I jokingly titled my last article about Netflix’s ‘She-Ra and the Princesses of Power’, “Netflix Unveils The First Images Of ‘She-Ra’– Will You Hate Them As Much As ‘Thundercats Roar’?”  Like I said, “jokingly.”  I should know by now, that when it comes to toxic fandom, the answer is “of f**cking course they do.”  Social media exploded with complaints that the new She-Ra was too flat-chested and that She-Ra (at least the original) was supposed to be the embodiment of the perfect woman.

That complaint drew a reaction from J. Michael Straczynski, who, with Larry DiTillio, co-created the original TV series for Filmation, based on toys by Mattel.  He attested that at no point was there any intention of her being the idealized version of a woman.  (And for that matter, the new version isn’t really a “woman” at all, but a teenage girl.)  Straczynski took to Twitter to defend the new designs, spearheaded by cartoonist Noelle Stevenson, saying:

He added:

“We never considered or wrote for She-Ra as “the ideal woman.” I don’t think that phrase appeared anywhere in the bible we wrote, and certainly never in our discussions. We spoke, and wrote of, and considered her a warrior, first and foremost.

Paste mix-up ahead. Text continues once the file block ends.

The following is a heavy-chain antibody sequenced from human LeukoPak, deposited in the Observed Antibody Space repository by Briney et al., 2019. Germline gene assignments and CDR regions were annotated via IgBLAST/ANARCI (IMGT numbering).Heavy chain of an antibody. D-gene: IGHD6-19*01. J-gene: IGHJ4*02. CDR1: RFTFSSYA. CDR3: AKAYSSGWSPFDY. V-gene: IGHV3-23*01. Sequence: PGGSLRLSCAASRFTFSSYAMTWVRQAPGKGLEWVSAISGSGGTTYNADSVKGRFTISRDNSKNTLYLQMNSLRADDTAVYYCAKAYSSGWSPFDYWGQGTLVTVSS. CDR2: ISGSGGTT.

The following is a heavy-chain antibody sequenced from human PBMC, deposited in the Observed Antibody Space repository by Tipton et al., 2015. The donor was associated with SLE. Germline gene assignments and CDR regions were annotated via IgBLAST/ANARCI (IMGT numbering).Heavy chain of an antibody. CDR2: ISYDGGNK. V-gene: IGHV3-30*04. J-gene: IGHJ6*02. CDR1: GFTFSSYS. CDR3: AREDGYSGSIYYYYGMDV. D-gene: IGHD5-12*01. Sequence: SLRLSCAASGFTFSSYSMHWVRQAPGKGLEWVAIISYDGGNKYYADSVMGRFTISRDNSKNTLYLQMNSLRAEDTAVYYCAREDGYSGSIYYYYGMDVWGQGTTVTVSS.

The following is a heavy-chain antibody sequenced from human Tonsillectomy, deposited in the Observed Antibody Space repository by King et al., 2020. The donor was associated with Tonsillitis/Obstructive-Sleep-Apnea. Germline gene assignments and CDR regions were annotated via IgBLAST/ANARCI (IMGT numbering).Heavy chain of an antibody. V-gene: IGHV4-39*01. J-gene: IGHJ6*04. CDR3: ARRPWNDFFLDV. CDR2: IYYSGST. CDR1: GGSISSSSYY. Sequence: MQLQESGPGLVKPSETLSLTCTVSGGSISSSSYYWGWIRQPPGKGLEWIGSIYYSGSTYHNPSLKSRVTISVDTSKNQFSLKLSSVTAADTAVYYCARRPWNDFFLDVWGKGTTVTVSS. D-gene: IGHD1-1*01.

“So I think anyone who is looking back at She-Ra (or Adora) as the “ideal woman” is doing so through the lens of prepubescent (since it was aimed at kids) interest and kind of, understandably, imprinted on her like baby ducks. I get it. But that wasn’t the creative *intent*.”


The hardest pill for most to swallow is, “This isn’t FOR you.”  Adults had their ‘She-Ra’ and she’s available to stream right now on Netflix.  In 2002, Cartoon Network and Mattel teamed up for a bad-ass new ‘He-Man and the Masters of the Universe’ which was a modernized, sophisticated take and the toys were incredible.  Adults who loved ‘He-Man’ as kids went nuts over it!  The problem is their kids didn’t and it died quickly.

Kids don’t want their parents’ stuff, so hopefully, this can be their ‘She-Ra’.